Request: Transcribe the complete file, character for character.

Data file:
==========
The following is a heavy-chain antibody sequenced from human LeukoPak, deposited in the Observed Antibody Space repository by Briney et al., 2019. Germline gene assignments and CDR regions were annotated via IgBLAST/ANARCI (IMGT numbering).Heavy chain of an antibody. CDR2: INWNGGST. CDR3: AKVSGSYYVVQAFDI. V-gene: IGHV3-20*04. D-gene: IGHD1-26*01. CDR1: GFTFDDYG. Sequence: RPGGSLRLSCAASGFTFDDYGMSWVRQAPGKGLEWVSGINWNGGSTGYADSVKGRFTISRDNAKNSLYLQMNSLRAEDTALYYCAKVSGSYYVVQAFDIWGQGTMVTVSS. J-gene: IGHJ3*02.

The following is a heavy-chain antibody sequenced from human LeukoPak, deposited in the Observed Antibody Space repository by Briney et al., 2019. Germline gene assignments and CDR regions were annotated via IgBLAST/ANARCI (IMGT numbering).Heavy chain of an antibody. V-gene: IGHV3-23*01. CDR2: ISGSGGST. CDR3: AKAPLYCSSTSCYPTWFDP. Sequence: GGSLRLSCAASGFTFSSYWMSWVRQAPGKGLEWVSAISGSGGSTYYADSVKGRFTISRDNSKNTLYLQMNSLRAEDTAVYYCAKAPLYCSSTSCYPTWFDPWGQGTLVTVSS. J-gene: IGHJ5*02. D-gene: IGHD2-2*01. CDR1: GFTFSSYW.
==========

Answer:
The following is a heavy-chain antibody sequenced from human LeukoPak, deposited in the Observed Antibody Space repository by Briney et al., 2019. Germline gene assignments and CDR regions were annotated via IgBLAST/ANARCI (IMGT numbering).Heavy chain of an antibody. CDR2: INWNGGST. CDR3: AKVSGSYYVVQAFDI. V-gene: IGHV3-20*04. D-gene: IGHD1-26*01. CDR1: GFTFDDYG. Sequence: RPGGSLRLSCAASGFTFDDYGMSWVRQAPGKGLEWVSGINWNGGSTGYADSVKGRFTISRDNAKNSLYLQMNSLRAEDTALYYCAKVSGSYYVVQAFDIWGQGTMVTVSS. J-gene: IGHJ3*02.

The following is a heavy-chain antibody sequenced from human LeukoPak, deposited in the Observed Antibody Space repository by Briney et al., 2019. Germline gene assignments and CDR regions were annotated via IgBLAST/ANARCI (IMGT numbering).Heavy chain of an antibody. V-gene: IGHV3-23*01. CDR2: ISGSGGST. CDR3: AKAPLYCSSTSCYPTWFDP. Sequence: GGSLRLSCAASGFTFSSYWMSWVRQAPGKGLEWVSAISGSGGSTYYADSVKGRFTISRDNSKNTLYLQMNSLRAEDTAVYYCAKAPLYCSSTSCYPTWFDPWGQGTLVTVSS. J-gene: IGHJ5*02. D-gene: IGHD2-2*01. CDR1: GFTFSSYW.